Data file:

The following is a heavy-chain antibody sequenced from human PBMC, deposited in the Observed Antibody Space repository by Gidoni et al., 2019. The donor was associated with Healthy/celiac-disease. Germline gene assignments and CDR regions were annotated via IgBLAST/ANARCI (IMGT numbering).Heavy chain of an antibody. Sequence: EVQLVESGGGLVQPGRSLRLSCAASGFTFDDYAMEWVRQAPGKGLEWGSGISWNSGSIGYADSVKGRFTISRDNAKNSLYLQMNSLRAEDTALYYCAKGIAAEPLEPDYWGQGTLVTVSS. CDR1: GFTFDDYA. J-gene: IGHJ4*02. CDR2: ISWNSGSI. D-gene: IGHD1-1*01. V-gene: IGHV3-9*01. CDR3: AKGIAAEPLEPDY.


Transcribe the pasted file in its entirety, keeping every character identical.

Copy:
The following is a heavy-chain antibody sequenced from human PBMC, deposited in the Observed Antibody Space repository by Gidoni et al., 2019. The donor was associated with Healthy/celiac-disease. Germline gene assignments and CDR regions were annotated via IgBLAST/ANARCI (IMGT numbering).Heavy chain of an antibody. Sequence: EVQLVESGGGLVQPGRSLRLSCAASGFTFDDYAMEWVRQAPGKGLEWGSGISWNSGSIGYADSVKGRFTISRDNAKNSLYLQMNSLRAEDTALYYCAKGIAAEPLEPDYWGQGTLVTVSS. CDR1: GFTFDDYA. J-gene: IGHJ4*02. CDR2: ISWNSGSI. D-gene: IGHD1-1*01. V-gene: IGHV3-9*01. CDR3: AKGIAAEPLEPDY.